The Trump Administration is Fighting to Indefinitely Detain Migrant Children and Families

In 1985, 15-year-old Jenny Lisette Flores fled the brutal civil war in El Salvador, seeking protection in the United States. Along with other child asylum seekers, she was held by immigration authorities in deplorable conditions, forced to share sleeping quarters with unrelated adults, subjected to regular and invasive strip searches and deprived of any education or recreational activities.

The litigation over these conditions went all the way up to the U.S. Supreme Court—and in what was a victory for children’s rights, the U.S. government entered into a settlement agreement which set forth standards for the care and custody of children in immigration detention. The three main commitments that came out of the agreement are that, with limited exceptions, immigrant children are to be released without unnecessary delay; that while detained, they are to be held in the “least restrictive” setting possible; and that the facilities in which they are detained be licensed by state child protection authorities.

The Flores Settlement Agreement was established with the goal of ensuring that no child would suffer as Jenny and other young children had in immigration detention. But this week, the Trump administration published a rule which attempts to do an end-run around it.

Protestors gathered outside Otay Mesa Detention Center in 2018 to rally for an end to the separation of families and the sending of children, alone, to such centers. (Alicia Kay)

The administration’s rule authorizes the government to indefinitely imprison immigrant children—many of whom, like Jenny Flores, are fleeing brutal violence. This could mean children spending months, or even years, in detention. The rule also does away with the fundamental safeguard that requires the facilities in which children are held be licensed to care for minors.  

When the Trump Administration first proposed this rule in September 2018, many immigrant rights and children’s rights groups—including our organization, the Center for Gender & Refugee Studies—submitted lengthy comments urging the government to withdraw the proposed rule, which was so obviously counter to the best interests of children. Despite thousands of comments expressing opposition, the Administration issued the rule anyway.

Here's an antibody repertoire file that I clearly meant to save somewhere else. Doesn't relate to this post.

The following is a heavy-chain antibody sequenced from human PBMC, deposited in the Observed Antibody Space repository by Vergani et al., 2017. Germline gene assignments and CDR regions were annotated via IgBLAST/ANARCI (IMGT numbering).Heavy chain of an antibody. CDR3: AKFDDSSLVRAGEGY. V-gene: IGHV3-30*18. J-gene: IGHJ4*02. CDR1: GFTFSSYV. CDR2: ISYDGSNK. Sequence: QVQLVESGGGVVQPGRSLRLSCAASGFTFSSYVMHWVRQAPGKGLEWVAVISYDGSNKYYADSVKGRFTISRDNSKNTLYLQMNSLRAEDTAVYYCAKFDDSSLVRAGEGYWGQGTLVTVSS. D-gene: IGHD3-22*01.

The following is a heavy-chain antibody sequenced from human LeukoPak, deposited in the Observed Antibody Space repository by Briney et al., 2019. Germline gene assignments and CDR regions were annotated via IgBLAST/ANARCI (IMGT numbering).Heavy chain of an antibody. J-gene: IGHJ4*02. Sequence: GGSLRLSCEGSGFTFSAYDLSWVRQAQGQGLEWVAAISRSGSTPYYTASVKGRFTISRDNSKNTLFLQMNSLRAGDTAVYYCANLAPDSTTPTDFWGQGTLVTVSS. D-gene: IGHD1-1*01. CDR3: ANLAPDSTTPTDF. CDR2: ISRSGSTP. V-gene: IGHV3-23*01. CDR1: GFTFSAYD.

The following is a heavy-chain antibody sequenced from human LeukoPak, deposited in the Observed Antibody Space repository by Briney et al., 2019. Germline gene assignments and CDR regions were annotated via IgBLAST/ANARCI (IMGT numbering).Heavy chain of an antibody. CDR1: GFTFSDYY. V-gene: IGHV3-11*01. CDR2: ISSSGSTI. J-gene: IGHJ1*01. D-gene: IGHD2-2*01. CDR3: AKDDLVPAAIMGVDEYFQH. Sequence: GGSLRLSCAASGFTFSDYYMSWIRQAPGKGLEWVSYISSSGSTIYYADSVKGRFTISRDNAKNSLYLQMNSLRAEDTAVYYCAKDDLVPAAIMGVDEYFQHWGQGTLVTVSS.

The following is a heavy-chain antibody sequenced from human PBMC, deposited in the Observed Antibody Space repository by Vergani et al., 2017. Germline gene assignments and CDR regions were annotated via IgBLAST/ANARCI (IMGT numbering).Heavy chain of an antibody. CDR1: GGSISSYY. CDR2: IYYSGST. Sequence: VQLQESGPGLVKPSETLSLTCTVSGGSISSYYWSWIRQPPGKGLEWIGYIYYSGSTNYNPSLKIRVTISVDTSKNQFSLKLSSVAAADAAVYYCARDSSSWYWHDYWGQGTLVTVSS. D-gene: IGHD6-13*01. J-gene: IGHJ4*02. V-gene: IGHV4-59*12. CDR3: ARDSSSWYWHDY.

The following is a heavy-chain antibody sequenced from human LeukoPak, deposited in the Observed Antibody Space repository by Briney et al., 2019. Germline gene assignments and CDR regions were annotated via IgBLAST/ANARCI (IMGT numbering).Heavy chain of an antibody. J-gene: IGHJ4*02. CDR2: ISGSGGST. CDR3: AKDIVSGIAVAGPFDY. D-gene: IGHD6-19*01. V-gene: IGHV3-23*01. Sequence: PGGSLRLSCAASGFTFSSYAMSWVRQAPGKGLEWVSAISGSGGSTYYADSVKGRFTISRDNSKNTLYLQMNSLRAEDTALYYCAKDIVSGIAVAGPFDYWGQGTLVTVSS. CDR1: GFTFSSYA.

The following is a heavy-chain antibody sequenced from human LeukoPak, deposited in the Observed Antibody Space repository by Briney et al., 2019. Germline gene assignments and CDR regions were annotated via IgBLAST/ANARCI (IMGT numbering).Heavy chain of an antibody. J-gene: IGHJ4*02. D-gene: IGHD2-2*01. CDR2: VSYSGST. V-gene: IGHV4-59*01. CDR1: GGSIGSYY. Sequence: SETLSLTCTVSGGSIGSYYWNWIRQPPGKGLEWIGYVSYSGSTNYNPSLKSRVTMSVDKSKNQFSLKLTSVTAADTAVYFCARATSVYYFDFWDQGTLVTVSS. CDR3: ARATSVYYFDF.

It is indisputable that barring exceptional circumstances, jailing children is wrong. Child welfare experts agree that detention, even for short periods of time, has profoundly adverse impacts on children’s long-term health and development.

Under the Obama Administration, the Department of Homeland Security (DHS) appointed an Advisory Committee, which included experts on mental health and childhood development, to evaluate the government’s practice of detaining of families with children. (One of the authors of this piece was a Committee member.) The Committee published an extensive report unanimously concluding that the detention of families is so deleterious to the well-being of children that it should always be the exception, rather than the norm. 

Circumstances for children in immigration detention under Trump are exponentially worse than they were under Obama. Since last year, at least seven children have died in the custody of DHS’s Customs and Border Protection (CBP) agency after a decade during which no deaths of children in CBP custody were reported. Earlier this summer, the DHS Office of Inspector General found that the Department had committed “egregious violations” of its own detention standards. Pediatricians have been appalled by the conditions in DHS’s overcrowded facilities—where children have been held in metal cages and forced to spend sleepless nights on hard, concrete floors, under harsh lights that remain on 24 hours a day. Many children in detention have been denied adequate food, clean water, essential health care, and basic hygiene products, and the Trump Administration recently argued in federal court that DHS should not be required to provide children in their custody with soap or toothbrushes.